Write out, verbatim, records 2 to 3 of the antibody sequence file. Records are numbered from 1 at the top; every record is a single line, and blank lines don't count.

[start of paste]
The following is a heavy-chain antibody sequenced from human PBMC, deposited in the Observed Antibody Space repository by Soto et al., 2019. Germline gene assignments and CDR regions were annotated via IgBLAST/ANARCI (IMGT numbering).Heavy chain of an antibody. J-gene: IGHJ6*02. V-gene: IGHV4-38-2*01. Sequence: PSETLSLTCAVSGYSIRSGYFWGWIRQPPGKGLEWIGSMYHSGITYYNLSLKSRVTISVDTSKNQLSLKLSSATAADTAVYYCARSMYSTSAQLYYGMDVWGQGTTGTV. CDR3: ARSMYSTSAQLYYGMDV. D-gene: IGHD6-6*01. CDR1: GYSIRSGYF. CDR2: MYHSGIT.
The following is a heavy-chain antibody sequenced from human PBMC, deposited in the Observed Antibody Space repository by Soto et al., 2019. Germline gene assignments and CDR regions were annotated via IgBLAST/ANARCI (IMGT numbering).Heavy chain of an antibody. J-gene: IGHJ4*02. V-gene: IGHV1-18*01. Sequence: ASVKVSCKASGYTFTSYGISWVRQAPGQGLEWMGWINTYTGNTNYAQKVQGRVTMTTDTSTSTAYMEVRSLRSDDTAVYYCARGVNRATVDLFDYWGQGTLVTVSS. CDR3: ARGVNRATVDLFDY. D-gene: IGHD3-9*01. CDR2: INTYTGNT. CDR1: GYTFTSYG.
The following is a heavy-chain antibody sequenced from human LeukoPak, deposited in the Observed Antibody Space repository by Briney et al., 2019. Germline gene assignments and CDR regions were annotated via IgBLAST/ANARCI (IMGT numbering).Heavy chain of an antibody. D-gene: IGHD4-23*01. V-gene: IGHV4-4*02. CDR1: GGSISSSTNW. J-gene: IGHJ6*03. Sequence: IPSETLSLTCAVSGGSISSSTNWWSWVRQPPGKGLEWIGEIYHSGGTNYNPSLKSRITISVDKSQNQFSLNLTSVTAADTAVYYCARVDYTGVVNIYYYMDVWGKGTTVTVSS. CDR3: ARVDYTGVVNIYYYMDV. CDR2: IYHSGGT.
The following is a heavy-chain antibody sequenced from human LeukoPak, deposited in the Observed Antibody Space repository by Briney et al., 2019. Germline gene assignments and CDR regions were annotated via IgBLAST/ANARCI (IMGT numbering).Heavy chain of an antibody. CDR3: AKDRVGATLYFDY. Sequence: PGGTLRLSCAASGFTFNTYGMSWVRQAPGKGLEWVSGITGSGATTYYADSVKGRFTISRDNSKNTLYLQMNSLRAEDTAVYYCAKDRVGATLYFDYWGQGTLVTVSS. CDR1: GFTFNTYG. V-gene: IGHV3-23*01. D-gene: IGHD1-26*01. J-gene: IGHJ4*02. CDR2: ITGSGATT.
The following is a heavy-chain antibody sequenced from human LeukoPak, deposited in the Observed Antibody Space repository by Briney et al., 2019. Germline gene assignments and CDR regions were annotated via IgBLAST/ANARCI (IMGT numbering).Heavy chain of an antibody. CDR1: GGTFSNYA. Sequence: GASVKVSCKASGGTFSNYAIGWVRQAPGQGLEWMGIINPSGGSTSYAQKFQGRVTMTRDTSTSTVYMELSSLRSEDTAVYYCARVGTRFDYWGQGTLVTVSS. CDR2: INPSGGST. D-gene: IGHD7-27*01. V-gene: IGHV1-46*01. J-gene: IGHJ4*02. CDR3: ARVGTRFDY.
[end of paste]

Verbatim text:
The following is a heavy-chain antibody sequenced from human PBMC, deposited in the Observed Antibody Space repository by Soto et al., 2019. Germline gene assignments and CDR regions were annotated via IgBLAST/ANARCI (IMGT numbering).Heavy chain of an antibody. J-gene: IGHJ4*02. V-gene: IGHV1-18*01. Sequence: ASVKVSCKASGYTFTSYGISWVRQAPGQGLEWMGWINTYTGNTNYAQKVQGRVTMTTDTSTSTAYMEVRSLRSDDTAVYYCARGVNRATVDLFDYWGQGTLVTVSS. CDR3: ARGVNRATVDLFDY. D-gene: IGHD3-9*01. CDR2: INTYTGNT. CDR1: GYTFTSYG.
The following is a heavy-chain antibody sequenced from human LeukoPak, deposited in the Observed Antibody Space repository by Briney et al., 2019. Germline gene assignments and CDR regions were annotated via IgBLAST/ANARCI (IMGT numbering).Heavy chain of an antibody. D-gene: IGHD4-23*01. V-gene: IGHV4-4*02. CDR1: GGSISSSTNW. J-gene: IGHJ6*03. Sequence: IPSETLSLTCAVSGGSISSSTNWWSWVRQPPGKGLEWIGEIYHSGGTNYNPSLKSRITISVDKSQNQFSLNLTSVTAADTAVYYCARVDYTGVVNIYYYMDVWGKGTTVTVSS. CDR3: ARVDYTGVVNIYYYMDV. CDR2: IYHSGGT.